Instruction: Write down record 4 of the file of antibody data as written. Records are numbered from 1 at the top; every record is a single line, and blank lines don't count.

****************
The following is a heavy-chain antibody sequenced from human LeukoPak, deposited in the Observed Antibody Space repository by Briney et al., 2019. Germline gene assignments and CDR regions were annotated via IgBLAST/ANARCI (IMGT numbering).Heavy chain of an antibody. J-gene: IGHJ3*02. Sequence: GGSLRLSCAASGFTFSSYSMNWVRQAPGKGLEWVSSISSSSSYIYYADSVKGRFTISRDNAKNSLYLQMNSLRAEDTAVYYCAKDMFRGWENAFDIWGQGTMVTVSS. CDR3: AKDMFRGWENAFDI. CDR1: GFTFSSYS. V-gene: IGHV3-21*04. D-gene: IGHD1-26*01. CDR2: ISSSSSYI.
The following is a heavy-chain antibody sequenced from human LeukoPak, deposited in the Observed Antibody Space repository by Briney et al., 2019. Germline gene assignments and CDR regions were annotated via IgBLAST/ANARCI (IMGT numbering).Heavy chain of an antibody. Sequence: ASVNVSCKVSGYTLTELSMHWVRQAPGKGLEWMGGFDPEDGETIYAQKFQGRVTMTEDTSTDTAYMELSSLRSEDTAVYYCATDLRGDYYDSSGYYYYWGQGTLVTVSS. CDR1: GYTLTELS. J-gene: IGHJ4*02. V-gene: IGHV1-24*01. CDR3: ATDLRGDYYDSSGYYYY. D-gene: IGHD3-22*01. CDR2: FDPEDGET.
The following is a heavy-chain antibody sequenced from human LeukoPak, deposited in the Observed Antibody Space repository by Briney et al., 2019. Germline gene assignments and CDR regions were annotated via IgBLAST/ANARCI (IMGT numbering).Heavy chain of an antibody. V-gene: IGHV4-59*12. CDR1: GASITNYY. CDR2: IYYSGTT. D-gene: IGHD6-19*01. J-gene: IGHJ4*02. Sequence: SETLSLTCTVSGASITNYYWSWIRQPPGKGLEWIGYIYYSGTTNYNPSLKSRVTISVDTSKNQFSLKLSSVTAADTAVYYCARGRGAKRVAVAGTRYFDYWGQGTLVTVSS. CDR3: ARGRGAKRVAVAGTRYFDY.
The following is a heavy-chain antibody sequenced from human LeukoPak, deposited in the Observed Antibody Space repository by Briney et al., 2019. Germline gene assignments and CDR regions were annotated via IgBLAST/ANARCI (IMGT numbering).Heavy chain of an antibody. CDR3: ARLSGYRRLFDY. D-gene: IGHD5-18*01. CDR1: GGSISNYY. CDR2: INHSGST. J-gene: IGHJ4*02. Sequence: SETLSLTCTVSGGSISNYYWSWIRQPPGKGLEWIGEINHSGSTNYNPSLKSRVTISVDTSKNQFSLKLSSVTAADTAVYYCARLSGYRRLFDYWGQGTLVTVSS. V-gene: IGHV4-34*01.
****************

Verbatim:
The following is a heavy-chain antibody sequenced from human LeukoPak, deposited in the Observed Antibody Space repository by Briney et al., 2019. Germline gene assignments and CDR regions were annotated via IgBLAST/ANARCI (IMGT numbering).Heavy chain of an antibody. CDR3: ARLSGYRRLFDY. D-gene: IGHD5-18*01. CDR1: GGSISNYY. CDR2: INHSGST. J-gene: IGHJ4*02. Sequence: SETLSLTCTVSGGSISNYYWSWIRQPPGKGLEWIGEINHSGSTNYNPSLKSRVTISVDTSKNQFSLKLSSVTAADTAVYYCARLSGYRRLFDYWGQGTLVTVSS. V-gene: IGHV4-34*01.